Probing self-association of CetZ1 cytoskeletal protein from Haloferax volcanii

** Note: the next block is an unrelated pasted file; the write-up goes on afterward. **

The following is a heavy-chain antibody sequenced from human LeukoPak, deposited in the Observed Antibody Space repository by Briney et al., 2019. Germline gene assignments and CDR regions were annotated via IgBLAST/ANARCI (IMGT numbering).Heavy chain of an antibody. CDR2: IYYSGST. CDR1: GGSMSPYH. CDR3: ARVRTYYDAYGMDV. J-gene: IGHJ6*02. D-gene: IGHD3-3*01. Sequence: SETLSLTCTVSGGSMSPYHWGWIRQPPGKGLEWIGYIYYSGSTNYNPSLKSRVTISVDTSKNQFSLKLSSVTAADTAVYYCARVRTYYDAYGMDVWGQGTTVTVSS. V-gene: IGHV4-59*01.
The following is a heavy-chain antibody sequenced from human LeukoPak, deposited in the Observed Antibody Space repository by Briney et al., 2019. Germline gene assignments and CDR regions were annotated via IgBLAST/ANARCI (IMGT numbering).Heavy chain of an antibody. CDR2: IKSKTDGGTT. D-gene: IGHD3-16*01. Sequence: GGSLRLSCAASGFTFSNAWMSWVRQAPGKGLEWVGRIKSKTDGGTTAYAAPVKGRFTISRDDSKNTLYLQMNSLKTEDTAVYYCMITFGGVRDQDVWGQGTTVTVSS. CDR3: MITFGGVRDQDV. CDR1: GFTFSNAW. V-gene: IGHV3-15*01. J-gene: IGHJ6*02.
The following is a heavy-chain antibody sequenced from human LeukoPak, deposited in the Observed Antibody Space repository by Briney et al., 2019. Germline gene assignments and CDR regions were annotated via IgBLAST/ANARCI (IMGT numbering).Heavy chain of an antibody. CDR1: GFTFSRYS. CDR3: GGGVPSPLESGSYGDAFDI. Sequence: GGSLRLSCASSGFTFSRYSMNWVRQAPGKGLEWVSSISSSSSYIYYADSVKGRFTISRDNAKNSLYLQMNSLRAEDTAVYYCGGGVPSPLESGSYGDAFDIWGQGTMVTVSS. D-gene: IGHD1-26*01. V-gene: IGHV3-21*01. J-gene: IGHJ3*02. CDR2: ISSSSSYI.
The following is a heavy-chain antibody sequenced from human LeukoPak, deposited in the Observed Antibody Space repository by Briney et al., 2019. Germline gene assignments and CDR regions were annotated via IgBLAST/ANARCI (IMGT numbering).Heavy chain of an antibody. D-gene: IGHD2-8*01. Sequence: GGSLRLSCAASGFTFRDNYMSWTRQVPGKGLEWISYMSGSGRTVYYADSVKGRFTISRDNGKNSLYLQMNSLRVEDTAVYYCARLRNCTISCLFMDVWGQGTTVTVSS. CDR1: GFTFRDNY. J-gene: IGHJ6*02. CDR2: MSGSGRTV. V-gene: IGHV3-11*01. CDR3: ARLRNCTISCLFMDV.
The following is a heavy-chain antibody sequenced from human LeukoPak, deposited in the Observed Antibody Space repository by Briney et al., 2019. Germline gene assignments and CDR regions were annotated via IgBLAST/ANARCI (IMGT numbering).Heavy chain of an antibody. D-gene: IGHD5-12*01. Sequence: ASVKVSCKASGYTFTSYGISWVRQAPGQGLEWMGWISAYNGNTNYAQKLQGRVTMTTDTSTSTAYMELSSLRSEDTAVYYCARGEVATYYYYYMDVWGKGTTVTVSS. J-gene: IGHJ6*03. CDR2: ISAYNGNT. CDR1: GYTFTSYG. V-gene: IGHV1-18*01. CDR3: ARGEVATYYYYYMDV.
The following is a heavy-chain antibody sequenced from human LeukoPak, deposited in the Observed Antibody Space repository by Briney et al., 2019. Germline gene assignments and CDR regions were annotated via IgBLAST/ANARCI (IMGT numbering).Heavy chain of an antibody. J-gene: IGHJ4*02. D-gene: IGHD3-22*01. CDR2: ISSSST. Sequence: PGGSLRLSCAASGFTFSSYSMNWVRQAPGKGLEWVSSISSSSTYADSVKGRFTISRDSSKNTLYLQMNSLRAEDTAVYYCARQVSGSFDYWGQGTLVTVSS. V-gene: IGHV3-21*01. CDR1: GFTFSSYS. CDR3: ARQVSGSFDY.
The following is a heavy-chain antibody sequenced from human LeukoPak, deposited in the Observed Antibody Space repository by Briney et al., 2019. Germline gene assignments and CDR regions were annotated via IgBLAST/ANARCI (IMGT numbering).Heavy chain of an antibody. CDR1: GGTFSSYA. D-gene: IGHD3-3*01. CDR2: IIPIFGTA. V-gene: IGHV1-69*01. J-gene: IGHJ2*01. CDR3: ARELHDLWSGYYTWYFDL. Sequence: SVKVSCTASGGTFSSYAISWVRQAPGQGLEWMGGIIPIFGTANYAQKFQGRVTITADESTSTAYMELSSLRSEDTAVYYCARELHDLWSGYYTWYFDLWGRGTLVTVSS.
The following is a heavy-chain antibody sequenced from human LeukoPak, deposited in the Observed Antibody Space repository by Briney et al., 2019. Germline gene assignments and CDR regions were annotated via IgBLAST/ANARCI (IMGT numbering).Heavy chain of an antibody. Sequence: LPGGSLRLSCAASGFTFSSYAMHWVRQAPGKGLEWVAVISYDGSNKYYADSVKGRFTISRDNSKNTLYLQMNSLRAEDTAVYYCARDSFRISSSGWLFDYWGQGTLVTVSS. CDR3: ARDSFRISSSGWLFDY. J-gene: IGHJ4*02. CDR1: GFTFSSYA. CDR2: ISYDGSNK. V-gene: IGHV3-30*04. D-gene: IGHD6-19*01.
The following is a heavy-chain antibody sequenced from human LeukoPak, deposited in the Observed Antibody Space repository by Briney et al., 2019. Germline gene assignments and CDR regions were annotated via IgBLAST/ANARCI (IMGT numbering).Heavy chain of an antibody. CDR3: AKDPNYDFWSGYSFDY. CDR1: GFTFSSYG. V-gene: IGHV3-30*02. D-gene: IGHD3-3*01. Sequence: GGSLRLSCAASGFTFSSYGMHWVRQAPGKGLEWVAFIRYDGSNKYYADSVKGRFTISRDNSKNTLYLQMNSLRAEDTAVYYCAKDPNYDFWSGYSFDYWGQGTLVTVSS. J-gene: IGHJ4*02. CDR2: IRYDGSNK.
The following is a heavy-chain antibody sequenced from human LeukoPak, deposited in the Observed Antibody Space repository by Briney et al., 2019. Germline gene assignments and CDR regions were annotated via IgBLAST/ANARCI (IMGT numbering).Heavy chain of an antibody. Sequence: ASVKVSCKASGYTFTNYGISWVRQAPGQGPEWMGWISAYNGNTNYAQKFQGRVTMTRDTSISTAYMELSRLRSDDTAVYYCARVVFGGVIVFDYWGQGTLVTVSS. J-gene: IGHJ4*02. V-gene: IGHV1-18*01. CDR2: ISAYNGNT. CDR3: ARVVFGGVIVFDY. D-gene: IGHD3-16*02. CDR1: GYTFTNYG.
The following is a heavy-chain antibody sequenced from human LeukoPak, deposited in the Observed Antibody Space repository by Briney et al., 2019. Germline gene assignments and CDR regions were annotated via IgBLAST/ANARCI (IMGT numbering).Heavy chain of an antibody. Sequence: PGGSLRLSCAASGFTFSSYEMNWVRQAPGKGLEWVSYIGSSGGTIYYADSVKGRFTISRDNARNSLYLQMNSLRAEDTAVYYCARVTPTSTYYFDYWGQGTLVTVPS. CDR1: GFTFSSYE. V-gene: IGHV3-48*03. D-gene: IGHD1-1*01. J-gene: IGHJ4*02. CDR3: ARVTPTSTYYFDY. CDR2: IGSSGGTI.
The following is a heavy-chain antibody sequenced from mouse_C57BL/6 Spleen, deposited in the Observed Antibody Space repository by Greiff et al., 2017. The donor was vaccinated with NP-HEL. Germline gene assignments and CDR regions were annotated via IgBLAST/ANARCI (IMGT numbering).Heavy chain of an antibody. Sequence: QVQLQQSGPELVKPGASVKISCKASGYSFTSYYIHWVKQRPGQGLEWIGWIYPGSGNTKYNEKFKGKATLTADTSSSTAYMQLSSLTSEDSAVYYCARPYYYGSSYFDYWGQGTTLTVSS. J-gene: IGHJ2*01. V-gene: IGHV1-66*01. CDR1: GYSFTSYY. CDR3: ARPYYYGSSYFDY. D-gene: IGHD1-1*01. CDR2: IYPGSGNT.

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The cytoskeleton is a dynamic network of proteins, which are required by all cells for cell division, growth, and maintenance of cell shape. A major group of cytoskeleton proteins present in nearly all cells are the tubulin superfamily proteins. Archaea, the third domain of life, encode a great diversity of tubulin superfamily proteins, including FtsZ and the tubulins that are more similar to those in eukaryotes. Recently a new group of cytoskeletal proteins was found in archaea, named “CetZ”, which show characteristics in common with both tubulin and FtsZ and are involved in cell shape regulation. They form dynamic cytoplasmic filaments at or near the cell envelope, which are required for cell shape determination (Duggin et al., 2015). However, the mechanisms by which CetZ proteins lead to remodelling of the cell envelope to modulate cell shape remain unknown. Based on crystal structures of CetZ proteins and their likely manner of self-association, we have initiated a structure-function analysis of CetZ interactions in vivo (De Silva, 2019 PhD Thesis) and, in the present study, in vitro. Point mutations were introduced into the Haloferax volcanii CetZ1 protein, designed to target putative functional interactions in self-association and putative membrane association. In the present study, mutations that disrupt the longitudinal and lateral interactions were selected for the in vitro analysis. Light scattering and TEM were used as an approach to analyse the polymerization cycle and structural features of CetZ polymers, correlating these to the in vivo structures observed by high- and super-resolution fluorescence microscopy. The in vitro studies demonstrated that CetZ1 forms GTP-dependent single-stranded filaments and polymer stability was clearly altered in predicted self-association mutants. The longitudinal interface mutants demonstrated that the GTP binding site and GTPase activity controls the longitudinal interaction of CetZ1 polymer formation by GTP hydrolysis. Lateral interaction mutants showed decreased polymerization ability. The mutation in the M-loop region, revealed that it is crucial for polymer formation. Preliminary investigation into possible CetZ1 lipid membrane binding suggests that CetZ1 can bind to the lipid membrane and modify shape changes in them, dependent on the polymerization ability of CetZ1. These findings have contributed to the understanding of tubulin-like cytoskeleton proteins in archaea, which, by comparison to the cytoskeletons of bacteria and eukaryotes, are expected to provide future insights into cytoskeleton evolution and help reveal fundamental principles of cytoskeletal function across the three domains of life.
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